The CVT transmission also scores a satisfactory mark. It’s considerably better than older Subaru units, and has been continually improved to improve robustness, and reduce CVT flaring or high rpm hang. Subaru says that more than 80% of the structural parts have been improved. The result? You get a (mostly) well-behaved CVT, which is exactly what you should want.
I am somewhat sceptical of a CVT being used on an Outback. A CVT just doesn’t seem rugged enough, nor the most durable choice, for a vehicle which is off-road capable. Nonetheless, there are plenty of videos on YouTube of the Outback being bush-bashed and holding up perfectly well.
Speaking of off-road, you may have already noticed the Outback ground clearance – the whole 213mm of it. This means it has proper usable ground clearance, and it isn’t simply masquerading as an off-roader like the majority of the SUV market.
That ground clearance does offer decent elevation for outward visibility, but not quite as much as you’d get from the SUV competition. On the subject of visibility, the Outback has great side and rearward visibility, devoid of any major blind spots.
Above all, the real attribute to write home about is the ride quality. The Outback’s ride quality is truly superb, akin to a couch on wheels. The Outback glides over bumps, making easy work of managing New Zealand’s varied road surfaces. Although I had mentioned the engine can be noisy, the cabin is nice and quiet at cruising speeds. The Outback is great for chewing through open road miles.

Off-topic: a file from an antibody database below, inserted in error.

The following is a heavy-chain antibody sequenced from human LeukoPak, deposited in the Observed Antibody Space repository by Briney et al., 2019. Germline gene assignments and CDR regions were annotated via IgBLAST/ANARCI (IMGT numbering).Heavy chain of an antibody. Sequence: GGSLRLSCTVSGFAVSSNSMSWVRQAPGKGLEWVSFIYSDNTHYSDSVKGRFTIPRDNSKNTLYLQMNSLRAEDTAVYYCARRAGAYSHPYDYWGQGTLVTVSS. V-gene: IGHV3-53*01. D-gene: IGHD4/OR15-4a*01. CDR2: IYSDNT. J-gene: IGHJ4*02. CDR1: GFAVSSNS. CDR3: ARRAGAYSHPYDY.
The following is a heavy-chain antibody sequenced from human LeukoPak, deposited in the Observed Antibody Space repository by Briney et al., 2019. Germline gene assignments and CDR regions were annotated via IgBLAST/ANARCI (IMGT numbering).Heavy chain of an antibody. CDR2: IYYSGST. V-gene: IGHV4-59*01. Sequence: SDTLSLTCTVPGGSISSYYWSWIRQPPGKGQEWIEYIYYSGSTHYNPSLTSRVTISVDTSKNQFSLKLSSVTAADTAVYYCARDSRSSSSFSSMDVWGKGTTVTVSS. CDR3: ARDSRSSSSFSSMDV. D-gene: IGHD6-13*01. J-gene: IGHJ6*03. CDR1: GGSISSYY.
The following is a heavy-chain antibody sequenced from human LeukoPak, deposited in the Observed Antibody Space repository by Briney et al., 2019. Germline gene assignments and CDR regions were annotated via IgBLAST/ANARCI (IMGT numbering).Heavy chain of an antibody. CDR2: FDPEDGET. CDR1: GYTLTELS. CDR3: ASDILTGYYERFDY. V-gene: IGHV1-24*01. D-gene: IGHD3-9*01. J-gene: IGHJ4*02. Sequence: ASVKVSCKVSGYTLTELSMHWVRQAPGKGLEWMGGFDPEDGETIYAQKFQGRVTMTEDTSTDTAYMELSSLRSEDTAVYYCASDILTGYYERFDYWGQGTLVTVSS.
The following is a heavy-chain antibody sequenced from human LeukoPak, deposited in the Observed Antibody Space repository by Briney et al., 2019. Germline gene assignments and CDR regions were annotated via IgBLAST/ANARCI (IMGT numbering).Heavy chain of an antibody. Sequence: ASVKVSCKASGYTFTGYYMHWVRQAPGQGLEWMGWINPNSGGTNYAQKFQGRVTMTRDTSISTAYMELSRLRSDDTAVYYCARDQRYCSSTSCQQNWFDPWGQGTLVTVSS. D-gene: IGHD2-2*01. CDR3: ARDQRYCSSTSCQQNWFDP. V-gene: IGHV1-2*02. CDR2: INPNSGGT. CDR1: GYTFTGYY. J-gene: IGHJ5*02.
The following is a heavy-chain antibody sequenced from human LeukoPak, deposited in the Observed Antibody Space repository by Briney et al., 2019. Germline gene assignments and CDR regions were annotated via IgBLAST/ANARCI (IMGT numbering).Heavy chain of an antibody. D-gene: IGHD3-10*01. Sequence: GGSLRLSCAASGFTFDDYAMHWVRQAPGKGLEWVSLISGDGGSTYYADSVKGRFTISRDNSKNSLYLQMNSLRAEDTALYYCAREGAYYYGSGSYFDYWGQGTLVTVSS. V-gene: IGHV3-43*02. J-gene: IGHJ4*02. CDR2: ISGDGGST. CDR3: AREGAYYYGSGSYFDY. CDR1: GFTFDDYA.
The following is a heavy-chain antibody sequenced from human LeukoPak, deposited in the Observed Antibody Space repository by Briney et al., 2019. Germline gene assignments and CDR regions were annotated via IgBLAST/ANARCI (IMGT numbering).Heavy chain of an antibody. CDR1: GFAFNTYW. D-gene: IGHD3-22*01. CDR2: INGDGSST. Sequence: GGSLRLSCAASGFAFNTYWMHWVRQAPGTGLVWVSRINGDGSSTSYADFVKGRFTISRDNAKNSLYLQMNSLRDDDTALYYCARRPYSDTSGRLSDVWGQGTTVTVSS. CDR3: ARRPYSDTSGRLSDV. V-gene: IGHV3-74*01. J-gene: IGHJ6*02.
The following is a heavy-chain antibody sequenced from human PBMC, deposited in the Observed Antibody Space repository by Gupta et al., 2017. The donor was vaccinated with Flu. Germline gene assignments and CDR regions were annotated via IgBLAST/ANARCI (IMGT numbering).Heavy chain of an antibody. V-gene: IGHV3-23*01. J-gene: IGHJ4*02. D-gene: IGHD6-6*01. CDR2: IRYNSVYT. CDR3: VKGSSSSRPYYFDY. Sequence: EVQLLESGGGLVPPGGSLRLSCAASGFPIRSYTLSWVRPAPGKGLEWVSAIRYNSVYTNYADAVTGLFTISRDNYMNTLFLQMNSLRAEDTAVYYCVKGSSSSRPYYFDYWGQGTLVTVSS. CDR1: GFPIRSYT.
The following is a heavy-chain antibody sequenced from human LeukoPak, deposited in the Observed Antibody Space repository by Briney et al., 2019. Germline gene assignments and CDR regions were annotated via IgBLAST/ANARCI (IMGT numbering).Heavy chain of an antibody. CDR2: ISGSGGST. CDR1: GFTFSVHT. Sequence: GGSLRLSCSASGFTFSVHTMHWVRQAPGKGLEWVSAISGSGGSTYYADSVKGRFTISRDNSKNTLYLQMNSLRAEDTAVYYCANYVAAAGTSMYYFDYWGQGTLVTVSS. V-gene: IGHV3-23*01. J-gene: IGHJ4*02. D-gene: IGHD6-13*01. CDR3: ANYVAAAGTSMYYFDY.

Because of the comfort bias, the Outback does roll a bit through corners, but Subaru’s symmetrical all-wheel drive helps the Outback retain a reassuring footing on the road, meaning it does not ever feel out-of-control if you are moving quickly.
The all-wheel drive system is prone to some understeer, but you’d be a lunatic to fly through every corner in a vehicle this large. Subaru does blunt the steering, meaning every input needs to be a bit more deliberate, but it gives it a nice sturdy feel when cruising at higher speeds.
The Outback is equipped with Subaru’s latest Eyesight technology (Eyesight 4), which controls the adaptive cruise control, lane departure warning and alike. Subaru calls the system “Eyesight” because it utilises a series of cameras (eyes) mounted up near the rear-view mirror.
The older tech (Eyesight 3) generally worked well, but it had some rougher edges. Eyesight 4 has ironed out the kinks, meaning many of the assistance systems are better adjusted and less prone to false positives. The adaptive cruise control in the Outback operates smoothly, and functions down to a halt.
However, Subaru hasn’t corrected my main gripe with Eyesight, which is all the unnecessary beeps the system produces. For example, the adaptive cruise will beep every time it locks onto another vehicle. No other manufacturer I’ve encountered does this, and it can’t be turned off either. Annoying.
So far, the Outback has delivered a great driving experience. The ride quality is exceptional, and the slightly weaker points, being the engine and transmission, are still competent performers.
Unfortunately, this part of the review is where I begin to discuss some major annoyances with the Outback, many of them are technology related. Like many modern cars, Subaru has fitted a start/stop cycle to the engine to shut-it down when idling in traffic. Many vehicles have this today, so what’s the problem? Well, the sequence is harsh and slow to initiate.
Unlike Volkswagen group products, where their cars are far too eager to cut out on you, Subaru has the opposite problem. However, this isn’t a problem specific to the Outback, as I’ve come across it before in other vehicles of the Subaru range.